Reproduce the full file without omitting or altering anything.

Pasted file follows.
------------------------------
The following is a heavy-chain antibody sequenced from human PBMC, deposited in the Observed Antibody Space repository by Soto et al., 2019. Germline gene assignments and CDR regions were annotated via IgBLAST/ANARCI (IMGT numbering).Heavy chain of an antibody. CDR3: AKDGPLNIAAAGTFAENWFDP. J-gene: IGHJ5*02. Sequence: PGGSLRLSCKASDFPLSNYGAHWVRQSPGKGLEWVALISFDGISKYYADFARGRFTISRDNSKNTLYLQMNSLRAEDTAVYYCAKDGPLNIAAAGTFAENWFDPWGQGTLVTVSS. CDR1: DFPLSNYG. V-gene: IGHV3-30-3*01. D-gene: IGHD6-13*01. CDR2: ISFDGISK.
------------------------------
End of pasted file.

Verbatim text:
The following is a heavy-chain antibody sequenced from human PBMC, deposited in the Observed Antibody Space repository by Soto et al., 2019. Germline gene assignments and CDR regions were annotated via IgBLAST/ANARCI (IMGT numbering).Heavy chain of an antibody. CDR3: AKDGPLNIAAAGTFAENWFDP. J-gene: IGHJ5*02. Sequence: PGGSLRLSCKASDFPLSNYGAHWVRQSPGKGLEWVALISFDGISKYYADFARGRFTISRDNSKNTLYLQMNSLRAEDTAVYYCAKDGPLNIAAAGTFAENWFDPWGQGTLVTVSS. CDR1: DFPLSNYG. V-gene: IGHV3-30-3*01. D-gene: IGHD6-13*01. CDR2: ISFDGISK.